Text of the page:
We’ve listed 5 easy absinthe drinks to create for green fairy newcomers and hardcore enthusiasts alike. Because of absinthe’s strong taste, the cocktails don’t often need many other ingredients to accompany it. Find out what amazing drinks you can make to impress your friends!

1. Corpse Reviver #2

This prohibition cocktail comes in many variations but this is said to be the best one. Initially created as a hangover cure, the Corpse Reviver #2 is a gin cocktail packed with flavour. It is delicious, refreshing and definitely wakes you up. With its assortment of gin, orange liqueur and lemon juice, this drink blends a number of flavours together to create this perfect cocktail.


2cl of gin
2cl of Cointreau
2cl of Lillet Blanc
2cl of fresh lemon juice
2cl of Absinthe

2. Absinthe Frappe

This is a cocktail that you may not have heard of but it’s a delicious one nonetheless. When absinthe was popular in the late 1800’s and early 1900’s, this was the go-to cocktail. Instead of coffee based frappes, this was what everyone wanted. The Absinthe Frappe merges a group of flavours together so that it becomes a cool, refreshing and minty drink. Due to its short and simple list of ingredients, this drink is very easy to create at home.


4cl of Absinthe
1.5cl of simple syrup
6cl of soda water
6 mint leaves

3. Sazerac

The Sazerac comes from New Orleans and has been around since the early 1800’s. It is a great cocktail for those who enjoy their whiskey blended with sweetness and notes of anise.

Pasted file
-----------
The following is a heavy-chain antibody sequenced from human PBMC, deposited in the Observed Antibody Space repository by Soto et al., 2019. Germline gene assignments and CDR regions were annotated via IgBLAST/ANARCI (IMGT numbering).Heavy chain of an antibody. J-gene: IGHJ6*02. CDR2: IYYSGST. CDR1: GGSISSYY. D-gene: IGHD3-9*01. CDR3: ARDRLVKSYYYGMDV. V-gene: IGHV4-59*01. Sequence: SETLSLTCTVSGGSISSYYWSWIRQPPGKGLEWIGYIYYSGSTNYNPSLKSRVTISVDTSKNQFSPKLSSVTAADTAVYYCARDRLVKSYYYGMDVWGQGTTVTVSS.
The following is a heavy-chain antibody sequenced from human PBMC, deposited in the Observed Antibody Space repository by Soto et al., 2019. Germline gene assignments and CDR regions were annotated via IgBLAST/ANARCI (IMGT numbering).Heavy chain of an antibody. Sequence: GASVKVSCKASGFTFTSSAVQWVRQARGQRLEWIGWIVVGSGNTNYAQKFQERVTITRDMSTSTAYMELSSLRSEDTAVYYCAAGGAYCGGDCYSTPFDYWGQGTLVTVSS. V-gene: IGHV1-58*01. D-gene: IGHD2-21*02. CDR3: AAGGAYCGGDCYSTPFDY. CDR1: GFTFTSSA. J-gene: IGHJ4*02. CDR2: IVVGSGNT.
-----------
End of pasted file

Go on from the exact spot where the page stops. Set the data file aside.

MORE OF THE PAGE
Begin by swirling a wash of absinthe in the glass
3 dashes of Peychaud’s Bitters
6cl of cognac or rye
1.5cl of sugar syrup

Garnish with lemon zest

4. Death in the Afternoon

This cocktail has a spectacular name and is a reference to Ernest Hemingway’s novel for a very good reason. This absinthe and champagne cocktail is said to be his own creation, a combination that may seem odd at first but mixes to become a beautiful lime apple colour. Due to absinthe’s strength, it’s best not to have too much of this drink in one sitting.


4cl of absinthe
Top with champagne

5. Chrysanthemum

This may sound like a strange blend of alcohol but surprisingly, the Chrysanthemum works very well and the flavours don’t clash at all. With vermouth as the main component, it blends well with the sweetness of Benedictine and absinthe’s floral flavour which in turn creates a sophisticated and complex drink. If you don’t have much of a sweet tooth, don’t add much of the Benedictine.


6cl of dry vermouth
1.75cl of Benedictine
3 dashes of absinthe

Garnish with orange twist